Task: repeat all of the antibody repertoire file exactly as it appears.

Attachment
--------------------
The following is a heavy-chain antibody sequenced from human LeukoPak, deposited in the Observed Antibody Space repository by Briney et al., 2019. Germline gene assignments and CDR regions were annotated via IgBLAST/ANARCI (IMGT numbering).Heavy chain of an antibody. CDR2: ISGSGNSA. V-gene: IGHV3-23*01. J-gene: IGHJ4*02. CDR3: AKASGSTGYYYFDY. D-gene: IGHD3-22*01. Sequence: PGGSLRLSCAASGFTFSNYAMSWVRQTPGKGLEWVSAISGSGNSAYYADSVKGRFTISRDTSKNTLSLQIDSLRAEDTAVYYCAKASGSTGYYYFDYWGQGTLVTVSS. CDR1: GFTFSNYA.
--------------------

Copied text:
The following is a heavy-chain antibody sequenced from human LeukoPak, deposited in the Observed Antibody Space repository by Briney et al., 2019. Germline gene assignments and CDR regions were annotated via IgBLAST/ANARCI (IMGT numbering).Heavy chain of an antibody. CDR2: ISGSGNSA. V-gene: IGHV3-23*01. J-gene: IGHJ4*02. CDR3: AKASGSTGYYYFDY. D-gene: IGHD3-22*01. Sequence: PGGSLRLSCAASGFTFSNYAMSWVRQTPGKGLEWVSAISGSGNSAYYADSVKGRFTISRDTSKNTLSLQIDSLRAEDTAVYYCAKASGSTGYYYFDYWGQGTLVTVSS. CDR1: GFTFSNYA.